Fear dominated capital markets. Attention in Europe shifted rapidly from Greece to Spain to the future of the entire European Monetary Union. Pressure mounted on Germany to endorse bolder action such as euro-area bonds or deposit guarantees, but there was no word from Berlin. News in the US was also bleak, as employment numbers disappointed and pending home sales fell. Stocks sank. Treasuries rallied pushing yields to record lows. Gold increased while other commodities fell.
S&P 500: 1,278 (-3.0%)
MSCI EAFE: (-3.2%)
U.S. 10-Year Treasury Yield: 1.46% (-0.28%)
Gold: $1,623 (+3.2%)
USD/EUR: $1.243 (-0.6%)
- Tuesday – U.S. home prices fell 2.6 percent from a year ago, according to the Case-Shiller index. The modest decline was viewed as a sign of stabilization.
- Wednesday – Pending U.S. home sales fell 5.5 percent, casting doubt on the U.S. housing recovery.
- Wednesday – The European Commission called for joint Euro-area debt and deposit guarantees, challenging opposition from Germany.
- Thursday – US GDP for the first quarter was revised downward to 1.9 percent.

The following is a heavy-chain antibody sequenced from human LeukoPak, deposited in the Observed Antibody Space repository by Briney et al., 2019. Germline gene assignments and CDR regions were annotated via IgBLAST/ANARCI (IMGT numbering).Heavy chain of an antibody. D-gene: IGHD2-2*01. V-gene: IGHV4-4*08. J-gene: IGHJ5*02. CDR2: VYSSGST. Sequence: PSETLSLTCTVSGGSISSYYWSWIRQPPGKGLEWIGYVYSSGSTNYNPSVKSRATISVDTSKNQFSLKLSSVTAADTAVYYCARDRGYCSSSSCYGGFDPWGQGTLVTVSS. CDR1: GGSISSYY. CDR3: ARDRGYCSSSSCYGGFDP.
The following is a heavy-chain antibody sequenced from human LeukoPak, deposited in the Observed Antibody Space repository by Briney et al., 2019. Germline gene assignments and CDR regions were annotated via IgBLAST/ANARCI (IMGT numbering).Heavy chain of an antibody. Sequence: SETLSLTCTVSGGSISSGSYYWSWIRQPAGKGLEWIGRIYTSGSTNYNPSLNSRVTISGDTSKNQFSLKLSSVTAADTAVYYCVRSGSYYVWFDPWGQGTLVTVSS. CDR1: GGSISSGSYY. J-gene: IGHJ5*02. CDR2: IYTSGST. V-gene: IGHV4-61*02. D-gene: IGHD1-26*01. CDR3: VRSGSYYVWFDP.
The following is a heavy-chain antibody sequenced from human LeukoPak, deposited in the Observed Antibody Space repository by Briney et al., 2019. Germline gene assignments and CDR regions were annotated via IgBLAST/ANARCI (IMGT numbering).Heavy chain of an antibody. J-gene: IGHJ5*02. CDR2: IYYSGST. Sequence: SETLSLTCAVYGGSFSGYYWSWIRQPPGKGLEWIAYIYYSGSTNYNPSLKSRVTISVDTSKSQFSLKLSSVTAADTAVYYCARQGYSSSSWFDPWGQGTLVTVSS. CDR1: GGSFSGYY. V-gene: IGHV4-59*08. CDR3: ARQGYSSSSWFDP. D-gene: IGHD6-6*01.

- Thursday – Italian Prime Minister Mario Monti and ECB President Mario Dragi publically pushed Germany for direct Euro-area assistance for banks. Monti also suggested a roadmap to common euro bonds.
- Friday – U.S. employers added fewer jobs in May than expected and the unemployment rate ticked up to 8.2 percent.
- Friday – European Economic and Monetary Commissioner Olli Rehn said the Euro area is at significant risk of breaking up.
The time to determine the future of Europe has arrived. As expected, capital markets are not waiting for the next Greek election. Whether Greece remains in the Euro or not no longer seems like the main question. Money continues to flow out of weaker European countries into stronger ones and dollar based assets. This will not stop on its own.
Leaders must take bold action one way or another. Continuing to do nothing is probably the costliest decision. Pressure on Germany to allow euro-area bonds or deposit guarantees ratcheted up significantly, even coming from the usually non-partisan ECB. What conditions Germany and her fellow AAA-rated partners would demand in return, or if they will even entertain these ideas, remains to be seen. We should know more in the next couple of weeks. The possibility of the European Monetary Union breaking into several pieces remains a low probability event – but it has become much more real.
Friday’s poor employment report in the US is troubling and suggests America will not be immune to Europe’s problems.
Money has flooded into Treasuries and other “safe” government debt, pushing the 10-Year Treasury yield below 1.5 percent and driving record lows across the yield curve. Bond owners should beware that this tide could reverse just as fast.
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